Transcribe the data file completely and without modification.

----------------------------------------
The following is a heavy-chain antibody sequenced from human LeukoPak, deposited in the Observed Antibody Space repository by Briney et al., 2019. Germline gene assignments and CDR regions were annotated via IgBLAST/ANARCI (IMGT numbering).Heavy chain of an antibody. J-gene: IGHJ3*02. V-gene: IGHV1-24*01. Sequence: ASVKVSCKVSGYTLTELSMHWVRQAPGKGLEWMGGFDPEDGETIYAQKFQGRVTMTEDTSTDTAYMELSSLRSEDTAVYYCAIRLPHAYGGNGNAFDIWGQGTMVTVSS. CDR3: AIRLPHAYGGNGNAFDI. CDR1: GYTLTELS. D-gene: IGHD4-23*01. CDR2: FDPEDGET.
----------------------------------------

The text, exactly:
The following is a heavy-chain antibody sequenced from human LeukoPak, deposited in the Observed Antibody Space repository by Briney et al., 2019. Germline gene assignments and CDR regions were annotated via IgBLAST/ANARCI (IMGT numbering).Heavy chain of an antibody. J-gene: IGHJ3*02. V-gene: IGHV1-24*01. Sequence: ASVKVSCKVSGYTLTELSMHWVRQAPGKGLEWMGGFDPEDGETIYAQKFQGRVTMTEDTSTDTAYMELSSLRSEDTAVYYCAIRLPHAYGGNGNAFDIWGQGTMVTVSS. CDR3: AIRLPHAYGGNGNAFDI. CDR1: GYTLTELS. D-gene: IGHD4-23*01. CDR2: FDPEDGET.